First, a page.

Liquor Industry News/Links 7-11-13

Franklin Liquors


Thursday July 11th 2013

Biodynamic FRUIT Day

Great To Taste or Drink Wine!

Ready-to-drink cocktails go fabulous in foil with redesign
Biondo Group re-creates new flavorful packaging for Daily’s Cocktails
July 1, 2013
Daily’s Cocktails, a collection of 13 single-serve, ready-to-drink favorites re-dressed in shiny silver polyfoil 10-ounce pouches adorned with new tantalizing drink shots and flavorful fruit images redesigned by the Biondo Group (,
are now reaching retailers nationwide.
Read All About It:

Singapore students create durian wine
11th July, 2013 by Lucy Shaw
A group of students at the National University of Singapore have created the world’s first wine made from the divisive durian fruit.
Read All About It:

Synthetic yeast could make beer cheaper and stronger


Drinkers could soon enjoy cheaper beer thanks to a project in which scientists aim to make synthetic yeast for the first time.


Source: Daily Telegraph

By Richard Gray, Science Correspondent

11 Jul 2013


British researchers are helping to create “designer” genomes that can be inserted into yeast cells to create new strains of these organisms.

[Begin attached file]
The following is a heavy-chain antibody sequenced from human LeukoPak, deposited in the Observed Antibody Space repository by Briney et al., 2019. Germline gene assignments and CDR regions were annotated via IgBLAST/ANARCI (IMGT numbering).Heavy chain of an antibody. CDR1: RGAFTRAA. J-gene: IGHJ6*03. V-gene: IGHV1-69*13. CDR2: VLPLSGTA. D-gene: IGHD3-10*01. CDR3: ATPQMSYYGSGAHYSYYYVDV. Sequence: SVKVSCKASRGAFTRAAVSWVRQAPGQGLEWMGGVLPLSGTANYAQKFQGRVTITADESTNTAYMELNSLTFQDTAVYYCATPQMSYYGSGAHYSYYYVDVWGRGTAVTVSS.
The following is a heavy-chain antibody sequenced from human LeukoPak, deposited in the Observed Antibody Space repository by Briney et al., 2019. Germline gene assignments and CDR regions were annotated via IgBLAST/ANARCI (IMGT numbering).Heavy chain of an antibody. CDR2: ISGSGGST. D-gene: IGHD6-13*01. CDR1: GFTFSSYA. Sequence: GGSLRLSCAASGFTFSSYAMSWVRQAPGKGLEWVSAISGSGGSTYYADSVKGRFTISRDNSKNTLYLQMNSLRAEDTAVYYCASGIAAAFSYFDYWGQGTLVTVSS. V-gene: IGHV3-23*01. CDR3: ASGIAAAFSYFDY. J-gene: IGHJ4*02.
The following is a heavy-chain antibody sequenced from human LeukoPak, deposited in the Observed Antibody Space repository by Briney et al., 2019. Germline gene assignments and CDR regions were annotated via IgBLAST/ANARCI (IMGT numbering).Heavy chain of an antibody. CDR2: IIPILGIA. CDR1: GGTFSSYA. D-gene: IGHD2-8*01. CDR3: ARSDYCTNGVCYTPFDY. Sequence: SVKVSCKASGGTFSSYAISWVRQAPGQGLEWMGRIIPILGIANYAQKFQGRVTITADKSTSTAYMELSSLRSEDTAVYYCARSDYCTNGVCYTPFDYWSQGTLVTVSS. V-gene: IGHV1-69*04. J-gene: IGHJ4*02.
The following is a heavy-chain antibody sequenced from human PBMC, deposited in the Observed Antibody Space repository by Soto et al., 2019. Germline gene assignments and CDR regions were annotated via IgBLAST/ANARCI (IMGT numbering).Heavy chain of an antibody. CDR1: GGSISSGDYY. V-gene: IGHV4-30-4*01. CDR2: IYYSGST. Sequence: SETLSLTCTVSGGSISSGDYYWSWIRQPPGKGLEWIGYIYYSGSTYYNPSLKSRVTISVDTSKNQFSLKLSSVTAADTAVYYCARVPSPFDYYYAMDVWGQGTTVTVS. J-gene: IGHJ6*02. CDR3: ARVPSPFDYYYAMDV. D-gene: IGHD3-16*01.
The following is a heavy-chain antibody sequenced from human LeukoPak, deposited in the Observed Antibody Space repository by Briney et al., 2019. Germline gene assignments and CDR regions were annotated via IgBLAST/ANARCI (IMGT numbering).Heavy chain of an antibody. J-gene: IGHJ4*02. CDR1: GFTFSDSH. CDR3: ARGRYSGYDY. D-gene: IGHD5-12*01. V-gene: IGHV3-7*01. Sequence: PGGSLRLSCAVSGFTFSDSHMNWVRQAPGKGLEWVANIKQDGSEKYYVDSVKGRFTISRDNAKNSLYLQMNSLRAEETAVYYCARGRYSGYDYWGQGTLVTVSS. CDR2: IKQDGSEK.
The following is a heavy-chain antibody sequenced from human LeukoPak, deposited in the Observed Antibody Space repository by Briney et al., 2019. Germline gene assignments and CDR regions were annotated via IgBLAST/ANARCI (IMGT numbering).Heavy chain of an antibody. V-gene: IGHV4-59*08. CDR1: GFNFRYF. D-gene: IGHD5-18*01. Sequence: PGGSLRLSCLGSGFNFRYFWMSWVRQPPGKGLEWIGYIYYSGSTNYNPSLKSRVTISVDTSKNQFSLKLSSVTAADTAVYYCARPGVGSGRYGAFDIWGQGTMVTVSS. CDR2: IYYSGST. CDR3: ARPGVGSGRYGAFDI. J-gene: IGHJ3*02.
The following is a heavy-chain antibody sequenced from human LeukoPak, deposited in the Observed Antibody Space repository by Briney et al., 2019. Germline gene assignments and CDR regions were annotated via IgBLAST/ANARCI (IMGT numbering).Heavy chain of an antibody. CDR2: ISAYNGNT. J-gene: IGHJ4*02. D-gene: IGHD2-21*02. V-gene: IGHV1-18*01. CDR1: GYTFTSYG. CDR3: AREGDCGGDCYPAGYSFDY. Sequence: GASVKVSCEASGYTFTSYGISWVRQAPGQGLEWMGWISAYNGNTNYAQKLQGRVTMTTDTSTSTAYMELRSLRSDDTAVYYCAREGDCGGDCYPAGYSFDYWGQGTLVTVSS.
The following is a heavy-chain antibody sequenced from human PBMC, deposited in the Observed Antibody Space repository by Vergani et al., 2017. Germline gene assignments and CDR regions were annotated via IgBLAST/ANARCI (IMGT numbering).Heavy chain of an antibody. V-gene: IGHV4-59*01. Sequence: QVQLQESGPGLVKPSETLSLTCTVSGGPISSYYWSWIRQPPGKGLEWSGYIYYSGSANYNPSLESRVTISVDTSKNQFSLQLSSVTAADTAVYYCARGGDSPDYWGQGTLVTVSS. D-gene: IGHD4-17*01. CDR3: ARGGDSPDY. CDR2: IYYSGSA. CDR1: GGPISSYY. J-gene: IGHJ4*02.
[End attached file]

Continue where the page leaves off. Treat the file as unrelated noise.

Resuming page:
They hope these man-made forms of life could eventually be used by the brewing industry to make cheaper – and stronger – beer.


The international project adds to work to create the first ever synthetic life form, by building a bacterium genome from scratch.


Researchers, who have been awarded £1 million of government funding for the project, will first attempt to recreate a slimmed down version of Saccharomyces cerevisiae, the yeast used in the brewing industry to ferment beer.


It will be the first time a genome has been built from scratch for a eukaryotic organism, the branch of the evolutionary tree that includes plants and animals.


The scientists then aim to redesign parts of the yeast genome so that it can perform functions that are not possible naturally.


Professor Paul Freemont, from the centre for synthetic biology and innovation at Imperial College London who is helping to lead the British part of the project, said they could help make yeast more efficient so they required less energy and could tolerate more alcohol before dying, allowing beer to be made stronger.


He said: “The brewing industry is very interested in this project for any new opportunities it may present as they use yeast to manufacture beer.


“One of the aims of the project is to develop this yeast strain as a vehicle that you can put in new chemical pathways and directly manipulate it in a way that is not possible at the moment.


“Clearly there are strains of yeast that are highly resistant to alcohol, but they all die off as the alcohol gets higher, so making more alcohol resistant strains will be very useful for that industry in terms of cost value.


“Strains that are metabolically more optimal and don’t require as much energy will also be useful.”


The synthetic yeast project, also known as Sc2.0, will draw together expertise from around the world.